I have a friend who says that when a chauvinist becomes a Christian he becomes a Christian chauvinist. When a selfish, self-centered person becomes a Christian, he/she becomes a selfish, self-centered Christian. There’s no surprise in that. It’s the truth. No change is required for any of us to be redeemed by the blood of Jesus Christ. In fact, it is Jesus Himself who says that He’s come to save the sick and the lost. Thank God, because that’s who we are!
But that’s not to say that the Holy Spirit, who indwells every true believer, is inert. He is an active God who does everything in His power to change us. He uses His power to remake us into the image of Jesus and that’s a dramatic change. In fact, it’s the change that grabs the attention of anyone whose eyes are not fixed squarely on themselves.
I know a white man who decided to go to Haiti on a Hebron-sponsored mission trip because he didn’t like Black people. I know a man who was an executive of a Fortune 100 company who traveled the country with dozens of women who weren’t his wife, with the sole purpose of accumulating wealth, who today is thoroughly devoted to his wife of more than 60 years and never hesitates to give his wealth away.
I could go on and on describing the changes I have seen the Holy Spirit make in a life. I could tell you of legalistic Christians who were adamant about gender roles, who today live by the words of Paul in Galatians 3:28. I could tell of Christians who used to read the Scriptures to glean moralistic lessons they imposed on the hearts and minds of others, who now know the truth—the Gospel of Jesus Christ eschews such false hermeneutics. The point is that Holy Spirit produced change. In fact, change is the name of the game in the Christian life. As the great congresswoman from Texas, Barbara Jordan, once famously said, “Today, everyone is talking about change. But the question I ask is, ‘From what, to what?’” That’s the same question the Bible asks obsessively throughout its 1042 pages (ESV Bibles in the pews).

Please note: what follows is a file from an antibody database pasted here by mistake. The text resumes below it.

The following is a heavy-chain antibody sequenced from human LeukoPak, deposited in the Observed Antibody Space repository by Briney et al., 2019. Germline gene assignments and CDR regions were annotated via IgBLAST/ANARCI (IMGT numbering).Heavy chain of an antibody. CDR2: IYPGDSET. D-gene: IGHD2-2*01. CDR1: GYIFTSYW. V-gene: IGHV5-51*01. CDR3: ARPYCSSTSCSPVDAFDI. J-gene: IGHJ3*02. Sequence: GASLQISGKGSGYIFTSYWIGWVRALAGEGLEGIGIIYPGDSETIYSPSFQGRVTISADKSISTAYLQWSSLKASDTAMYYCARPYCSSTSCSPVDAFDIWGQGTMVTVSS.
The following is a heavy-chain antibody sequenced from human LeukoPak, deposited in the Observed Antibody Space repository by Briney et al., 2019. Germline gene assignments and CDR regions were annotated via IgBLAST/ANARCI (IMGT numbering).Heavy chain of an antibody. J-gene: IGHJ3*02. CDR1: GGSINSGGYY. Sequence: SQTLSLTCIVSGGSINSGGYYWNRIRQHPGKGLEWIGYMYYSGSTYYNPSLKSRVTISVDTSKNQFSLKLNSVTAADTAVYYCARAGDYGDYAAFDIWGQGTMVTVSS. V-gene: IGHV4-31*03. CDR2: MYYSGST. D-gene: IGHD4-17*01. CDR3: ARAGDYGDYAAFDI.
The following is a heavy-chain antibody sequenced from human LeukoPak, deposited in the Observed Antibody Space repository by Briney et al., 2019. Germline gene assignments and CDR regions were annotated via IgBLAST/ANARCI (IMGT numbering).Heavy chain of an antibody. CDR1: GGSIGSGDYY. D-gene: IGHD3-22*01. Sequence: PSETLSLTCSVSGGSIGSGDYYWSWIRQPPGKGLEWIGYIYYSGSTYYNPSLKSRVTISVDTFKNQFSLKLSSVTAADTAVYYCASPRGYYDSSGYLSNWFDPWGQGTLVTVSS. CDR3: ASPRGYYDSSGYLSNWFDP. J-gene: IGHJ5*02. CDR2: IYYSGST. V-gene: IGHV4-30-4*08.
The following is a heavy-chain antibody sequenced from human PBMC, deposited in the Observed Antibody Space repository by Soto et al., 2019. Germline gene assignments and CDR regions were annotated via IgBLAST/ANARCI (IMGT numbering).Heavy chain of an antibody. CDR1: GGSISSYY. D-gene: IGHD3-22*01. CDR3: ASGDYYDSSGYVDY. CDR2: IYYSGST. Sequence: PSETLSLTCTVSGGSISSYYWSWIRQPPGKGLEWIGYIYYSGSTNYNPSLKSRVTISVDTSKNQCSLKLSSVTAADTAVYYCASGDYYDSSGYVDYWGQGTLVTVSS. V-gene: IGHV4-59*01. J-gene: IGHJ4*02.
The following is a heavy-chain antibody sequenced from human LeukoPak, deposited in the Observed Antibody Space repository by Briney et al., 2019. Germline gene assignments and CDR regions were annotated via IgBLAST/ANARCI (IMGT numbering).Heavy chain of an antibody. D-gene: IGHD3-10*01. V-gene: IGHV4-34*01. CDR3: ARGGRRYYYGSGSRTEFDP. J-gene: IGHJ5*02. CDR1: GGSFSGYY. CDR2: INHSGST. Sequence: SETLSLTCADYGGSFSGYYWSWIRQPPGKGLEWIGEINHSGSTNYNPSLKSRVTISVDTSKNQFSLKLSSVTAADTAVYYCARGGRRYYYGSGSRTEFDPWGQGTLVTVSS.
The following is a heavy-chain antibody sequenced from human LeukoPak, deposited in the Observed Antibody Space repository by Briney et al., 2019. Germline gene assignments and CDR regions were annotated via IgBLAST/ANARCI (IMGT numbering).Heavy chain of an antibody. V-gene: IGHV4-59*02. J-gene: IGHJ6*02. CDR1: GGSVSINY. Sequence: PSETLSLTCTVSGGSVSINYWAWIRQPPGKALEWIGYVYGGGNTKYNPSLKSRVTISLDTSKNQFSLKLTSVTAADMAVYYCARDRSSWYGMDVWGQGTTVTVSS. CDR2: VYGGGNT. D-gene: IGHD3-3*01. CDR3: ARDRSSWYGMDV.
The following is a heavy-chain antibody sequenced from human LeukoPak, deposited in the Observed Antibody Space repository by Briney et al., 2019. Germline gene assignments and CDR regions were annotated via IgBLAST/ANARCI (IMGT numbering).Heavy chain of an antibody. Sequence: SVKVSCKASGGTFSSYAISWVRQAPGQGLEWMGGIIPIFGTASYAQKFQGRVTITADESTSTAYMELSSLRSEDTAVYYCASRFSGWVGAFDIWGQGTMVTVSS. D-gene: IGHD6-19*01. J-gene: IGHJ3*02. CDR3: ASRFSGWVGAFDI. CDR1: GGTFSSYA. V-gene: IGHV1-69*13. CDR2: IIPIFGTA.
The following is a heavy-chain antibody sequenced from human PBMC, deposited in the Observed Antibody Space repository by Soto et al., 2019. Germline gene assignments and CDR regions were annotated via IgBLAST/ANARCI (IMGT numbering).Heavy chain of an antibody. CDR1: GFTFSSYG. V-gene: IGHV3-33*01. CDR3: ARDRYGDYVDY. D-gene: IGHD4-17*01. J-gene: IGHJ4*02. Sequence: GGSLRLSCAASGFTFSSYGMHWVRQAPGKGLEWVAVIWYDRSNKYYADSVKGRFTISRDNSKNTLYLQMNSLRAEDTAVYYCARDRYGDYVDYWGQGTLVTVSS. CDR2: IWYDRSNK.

This Sunday we are back again in the Book of Genesis, in chapter 33, looking at the dramatic change the Lord wrought in Jacob. By this time he’s secured the birthright and blessing. He’s been to Bethel and seen a ladder to heaven with angels ascending and descending. He’s wrestled all night with the stranger and had his identity recast from selfish crook to selfless servant. The change is DRAMATIC and nowhere is it more clearly seen than in his long-feared encounter with his older brother, Esau.
In a message entitled, “Life with a Limp,” we are going to dig deeply into the change and see what it looks like in the life of a Spirit-led believer. In preparation for Sunday, you may wish to consider the following:
1. Few people in the Bible are more associated with divine blessing than Jacob. Would you agree?
2. How about Esau? How blessed is he?
3. Who wrestled with Jacob in chapter 32?
4. What differences can you find between Jacob’s gait after Bethel (chapter 28) and Paniel (chapter 32)?
5. Why does Jacob bow down in Genesis 33:3? What’s “bowing down” mean?
6. What’s the significance of bowing seven times?
7. Who does Esau resemble in verse 4?
8. What change is evident in Jacob by his description of his children in verse 5?
9. What is the ground of Jacob’s gift in verse 10?
10. How does Jacob see his life in verse 11?
See you Sunday!